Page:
Labyrinth Lord is available in four different formats. It can be downloaded for free at the Goblinoid Games website as a no art PDF. No text is omitted, no rules removed. For $5.95 you can purchase the full art PDF, which I highly recommend. The art by Steve Zieser is thick black line art and very evocative of traditional old school gaming. It is also available as a softcover book for $21.95 or a hardcover for ten dollars more. The latter three formats are available at RPGNow.  At any price, this game is well worth it. I've purchased all four versions of the game and do not regret repeat buys. I pritned out the no-art PDF and put it in sheet protectors and a binder as a "table copy." That way I don't have to feel like I'm out a few dollars when battle damage from Cheeto powder or Mountain Dew inevitably occurs, while my physical copies can be used for my own reference.

Labyrinth Lord is very well supported as well. Numerous third party publishers have taken advantage of the OGL and a plethora of products are available on RPGNow and Lulu. Original adventures, sourcebooks, and supplements beyond count mean that you can turn this game into exactly what you want it to be.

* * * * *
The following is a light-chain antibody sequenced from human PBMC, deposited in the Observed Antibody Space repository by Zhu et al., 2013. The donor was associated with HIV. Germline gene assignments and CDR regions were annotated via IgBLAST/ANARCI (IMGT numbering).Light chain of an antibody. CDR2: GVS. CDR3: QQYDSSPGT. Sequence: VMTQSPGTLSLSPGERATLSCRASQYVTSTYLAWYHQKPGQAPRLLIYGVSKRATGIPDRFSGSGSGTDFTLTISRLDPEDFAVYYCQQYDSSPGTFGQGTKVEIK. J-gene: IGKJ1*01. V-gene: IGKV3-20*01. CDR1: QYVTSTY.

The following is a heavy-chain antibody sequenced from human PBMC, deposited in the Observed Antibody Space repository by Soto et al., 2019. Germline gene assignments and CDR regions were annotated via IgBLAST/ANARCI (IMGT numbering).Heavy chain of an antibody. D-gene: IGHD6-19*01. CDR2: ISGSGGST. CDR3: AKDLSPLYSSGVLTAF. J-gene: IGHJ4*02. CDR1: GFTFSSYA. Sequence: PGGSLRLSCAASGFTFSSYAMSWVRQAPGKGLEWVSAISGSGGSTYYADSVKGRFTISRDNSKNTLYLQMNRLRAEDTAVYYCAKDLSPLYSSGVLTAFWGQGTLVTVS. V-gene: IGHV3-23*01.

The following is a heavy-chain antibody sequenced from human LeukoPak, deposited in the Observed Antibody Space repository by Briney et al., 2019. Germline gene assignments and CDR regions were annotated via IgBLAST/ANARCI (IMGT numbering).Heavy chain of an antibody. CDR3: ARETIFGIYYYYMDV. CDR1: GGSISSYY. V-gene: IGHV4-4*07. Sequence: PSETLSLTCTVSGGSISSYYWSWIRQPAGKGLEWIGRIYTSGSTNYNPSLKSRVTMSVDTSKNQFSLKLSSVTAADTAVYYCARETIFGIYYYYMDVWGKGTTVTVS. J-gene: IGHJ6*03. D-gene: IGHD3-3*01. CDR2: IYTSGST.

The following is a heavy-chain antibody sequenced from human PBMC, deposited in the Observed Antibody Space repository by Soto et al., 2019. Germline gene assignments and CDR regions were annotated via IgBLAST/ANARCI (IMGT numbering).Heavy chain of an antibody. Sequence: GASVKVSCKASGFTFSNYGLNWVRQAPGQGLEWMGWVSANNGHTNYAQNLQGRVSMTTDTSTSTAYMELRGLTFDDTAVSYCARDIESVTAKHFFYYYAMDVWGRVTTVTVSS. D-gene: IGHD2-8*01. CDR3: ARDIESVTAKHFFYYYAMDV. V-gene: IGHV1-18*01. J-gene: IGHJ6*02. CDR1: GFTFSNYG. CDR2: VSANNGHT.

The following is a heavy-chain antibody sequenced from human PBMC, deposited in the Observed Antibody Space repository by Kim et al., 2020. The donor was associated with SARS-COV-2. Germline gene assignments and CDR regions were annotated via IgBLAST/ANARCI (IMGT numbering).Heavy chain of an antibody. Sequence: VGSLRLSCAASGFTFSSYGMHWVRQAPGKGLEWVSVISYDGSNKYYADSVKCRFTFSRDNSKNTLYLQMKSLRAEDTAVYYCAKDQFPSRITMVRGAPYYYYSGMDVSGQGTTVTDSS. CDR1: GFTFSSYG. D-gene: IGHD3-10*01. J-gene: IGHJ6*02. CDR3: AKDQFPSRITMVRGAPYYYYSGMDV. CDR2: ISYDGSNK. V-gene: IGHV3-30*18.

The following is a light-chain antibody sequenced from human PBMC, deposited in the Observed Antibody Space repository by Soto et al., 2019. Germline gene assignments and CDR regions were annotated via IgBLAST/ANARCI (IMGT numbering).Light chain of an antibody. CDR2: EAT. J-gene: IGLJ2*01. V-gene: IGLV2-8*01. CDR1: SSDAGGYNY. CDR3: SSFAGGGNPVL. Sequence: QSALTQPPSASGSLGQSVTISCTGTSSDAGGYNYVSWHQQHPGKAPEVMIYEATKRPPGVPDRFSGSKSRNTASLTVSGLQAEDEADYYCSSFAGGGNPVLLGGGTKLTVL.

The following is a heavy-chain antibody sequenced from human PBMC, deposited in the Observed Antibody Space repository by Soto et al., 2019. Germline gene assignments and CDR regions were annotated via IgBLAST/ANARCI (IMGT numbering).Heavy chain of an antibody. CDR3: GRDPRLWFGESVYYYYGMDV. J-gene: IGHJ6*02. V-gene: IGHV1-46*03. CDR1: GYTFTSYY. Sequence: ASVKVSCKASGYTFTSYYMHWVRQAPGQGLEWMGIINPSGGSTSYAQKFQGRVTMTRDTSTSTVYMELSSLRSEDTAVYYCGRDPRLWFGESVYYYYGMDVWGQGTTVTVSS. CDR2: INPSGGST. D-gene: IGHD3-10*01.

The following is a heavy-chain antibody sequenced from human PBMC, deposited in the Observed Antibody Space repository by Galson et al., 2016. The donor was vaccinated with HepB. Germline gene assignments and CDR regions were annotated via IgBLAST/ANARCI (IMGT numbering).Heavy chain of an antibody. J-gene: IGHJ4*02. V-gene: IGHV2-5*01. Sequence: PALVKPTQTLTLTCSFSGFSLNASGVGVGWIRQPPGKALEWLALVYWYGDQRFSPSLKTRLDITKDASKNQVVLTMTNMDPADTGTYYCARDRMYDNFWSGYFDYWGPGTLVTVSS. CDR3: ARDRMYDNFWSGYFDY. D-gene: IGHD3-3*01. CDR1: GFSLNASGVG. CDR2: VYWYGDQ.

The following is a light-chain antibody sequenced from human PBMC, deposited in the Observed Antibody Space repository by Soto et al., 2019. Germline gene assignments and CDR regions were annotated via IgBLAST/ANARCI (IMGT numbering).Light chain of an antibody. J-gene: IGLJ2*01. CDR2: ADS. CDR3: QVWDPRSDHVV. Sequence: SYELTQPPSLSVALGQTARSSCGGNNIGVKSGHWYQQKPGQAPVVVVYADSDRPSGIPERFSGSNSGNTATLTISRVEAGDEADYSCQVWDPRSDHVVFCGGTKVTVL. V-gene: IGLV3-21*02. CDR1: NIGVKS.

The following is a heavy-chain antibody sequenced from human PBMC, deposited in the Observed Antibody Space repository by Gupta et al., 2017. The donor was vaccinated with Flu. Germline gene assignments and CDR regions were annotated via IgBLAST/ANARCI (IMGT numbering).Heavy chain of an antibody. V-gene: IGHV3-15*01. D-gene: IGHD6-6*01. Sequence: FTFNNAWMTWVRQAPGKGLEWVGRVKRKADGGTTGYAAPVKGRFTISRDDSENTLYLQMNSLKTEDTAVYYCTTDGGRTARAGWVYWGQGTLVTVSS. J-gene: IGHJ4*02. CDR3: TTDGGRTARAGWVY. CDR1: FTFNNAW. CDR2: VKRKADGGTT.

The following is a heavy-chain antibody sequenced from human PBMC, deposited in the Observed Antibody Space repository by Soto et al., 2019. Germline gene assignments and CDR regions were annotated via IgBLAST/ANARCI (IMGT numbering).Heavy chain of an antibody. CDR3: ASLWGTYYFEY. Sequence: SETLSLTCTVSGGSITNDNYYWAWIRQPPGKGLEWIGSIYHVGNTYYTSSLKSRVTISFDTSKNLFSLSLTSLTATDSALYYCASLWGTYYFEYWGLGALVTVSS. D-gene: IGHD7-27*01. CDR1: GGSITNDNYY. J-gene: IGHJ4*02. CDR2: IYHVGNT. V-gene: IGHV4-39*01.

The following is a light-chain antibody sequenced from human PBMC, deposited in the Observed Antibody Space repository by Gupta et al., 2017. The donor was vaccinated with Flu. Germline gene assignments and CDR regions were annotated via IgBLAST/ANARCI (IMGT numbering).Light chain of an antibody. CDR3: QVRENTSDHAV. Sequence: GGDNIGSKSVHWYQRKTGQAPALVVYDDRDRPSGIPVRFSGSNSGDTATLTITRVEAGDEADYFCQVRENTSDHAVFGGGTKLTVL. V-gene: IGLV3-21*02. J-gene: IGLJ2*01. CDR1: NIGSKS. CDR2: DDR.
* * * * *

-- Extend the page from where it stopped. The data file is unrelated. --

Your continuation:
So, you're really only left with one question: What are you watiing for? Get it now and have a helluva a lot of fun.

Introduction & the Primer for Old School Gaming

Welcome to Traveling Spellbook, a new blog focusing on OSR Gaming. What is OSR Gaming? Well, if you don't know you probably stumbled on to this blog by accident, but let's assume you're still reading.

OSR stands for Old School Renaissance or Old School Revival and generally refers to a movement among table-top role-playing game enthusiasts to return to a the style of gaming from the early days of fantasy gaming. Rules are light and fast, with lots of room for interpretation by the game master or referee. The most famous of these games is Dungeons and Dragons and the values of OSR gaming are reflected in versions of D&D that existed before the release of the game's 3rd edition.

Often drawing on the themes of pulp fantasy like that authored by Robert E. Howard, Jack Vance and Fritz Leiber, early fantasy game had the stereotype of being a game that was little more than “kick in the door, kill the monster, take the treasure.” But there is a whole lot more there if the gamer bothers to scratch a little bit beneath the surface of this over-simplified mentality.